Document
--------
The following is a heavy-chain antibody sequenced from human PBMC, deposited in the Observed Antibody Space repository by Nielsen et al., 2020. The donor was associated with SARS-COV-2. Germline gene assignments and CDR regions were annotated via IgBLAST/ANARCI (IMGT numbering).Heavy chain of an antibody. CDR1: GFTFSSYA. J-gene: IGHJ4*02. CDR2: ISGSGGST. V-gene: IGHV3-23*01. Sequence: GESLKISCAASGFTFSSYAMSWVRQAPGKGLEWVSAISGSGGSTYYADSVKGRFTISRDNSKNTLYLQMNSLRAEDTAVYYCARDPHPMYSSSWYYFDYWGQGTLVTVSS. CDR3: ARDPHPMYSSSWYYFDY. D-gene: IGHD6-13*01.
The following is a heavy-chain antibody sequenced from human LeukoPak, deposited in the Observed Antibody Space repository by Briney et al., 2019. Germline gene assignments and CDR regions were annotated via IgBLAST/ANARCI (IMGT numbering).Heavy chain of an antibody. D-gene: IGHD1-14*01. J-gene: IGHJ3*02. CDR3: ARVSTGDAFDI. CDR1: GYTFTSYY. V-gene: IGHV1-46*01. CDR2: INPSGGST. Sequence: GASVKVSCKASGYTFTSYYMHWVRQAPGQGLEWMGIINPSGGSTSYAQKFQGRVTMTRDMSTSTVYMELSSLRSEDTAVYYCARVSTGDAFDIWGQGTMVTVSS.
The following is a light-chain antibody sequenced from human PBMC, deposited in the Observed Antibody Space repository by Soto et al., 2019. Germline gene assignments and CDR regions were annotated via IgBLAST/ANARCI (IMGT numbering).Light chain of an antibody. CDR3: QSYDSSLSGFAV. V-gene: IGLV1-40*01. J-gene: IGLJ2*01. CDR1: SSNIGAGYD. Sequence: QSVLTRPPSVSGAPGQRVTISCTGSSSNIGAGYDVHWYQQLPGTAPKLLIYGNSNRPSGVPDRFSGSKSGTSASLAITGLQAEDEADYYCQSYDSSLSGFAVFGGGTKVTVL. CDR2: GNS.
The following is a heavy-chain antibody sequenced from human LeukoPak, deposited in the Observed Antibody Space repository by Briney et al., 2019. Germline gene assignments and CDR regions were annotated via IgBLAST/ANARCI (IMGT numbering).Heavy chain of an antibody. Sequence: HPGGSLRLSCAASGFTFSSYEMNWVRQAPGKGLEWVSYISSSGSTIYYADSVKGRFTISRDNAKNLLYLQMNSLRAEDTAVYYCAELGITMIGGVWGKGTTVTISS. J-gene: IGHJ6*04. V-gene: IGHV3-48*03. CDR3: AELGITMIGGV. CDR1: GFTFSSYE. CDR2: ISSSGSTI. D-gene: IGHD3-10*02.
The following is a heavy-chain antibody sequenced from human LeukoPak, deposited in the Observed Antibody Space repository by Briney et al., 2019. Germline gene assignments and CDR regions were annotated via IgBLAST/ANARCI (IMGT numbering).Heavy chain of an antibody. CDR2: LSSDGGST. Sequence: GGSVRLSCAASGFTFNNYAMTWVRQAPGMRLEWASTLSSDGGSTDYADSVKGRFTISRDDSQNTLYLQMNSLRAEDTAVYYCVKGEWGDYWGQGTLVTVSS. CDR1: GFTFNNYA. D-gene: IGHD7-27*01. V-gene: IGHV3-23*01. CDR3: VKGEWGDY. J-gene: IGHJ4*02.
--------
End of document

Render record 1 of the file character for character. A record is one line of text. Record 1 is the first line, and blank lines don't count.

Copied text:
The following is a heavy-chain antibody sequenced from human PBMC, deposited in the Observed Antibody Space repository by Nielsen et al., 2020. The donor was associated with SARS-COV-2. Germline gene assignments and CDR regions were annotated via IgBLAST/ANARCI (IMGT numbering).Heavy chain of an antibody. CDR1: GFTFSSYA. J-gene: IGHJ4*02. CDR2: ISGSGGST. V-gene: IGHV3-23*01. Sequence: GESLKISCAASGFTFSSYAMSWVRQAPGKGLEWVSAISGSGGSTYYADSVKGRFTISRDNSKNTLYLQMNSLRAEDTAVYYCARDPHPMYSSSWYYFDYWGQGTLVTVSS. CDR3: ARDPHPMYSSSWYYFDY. D-gene: IGHD6-13*01.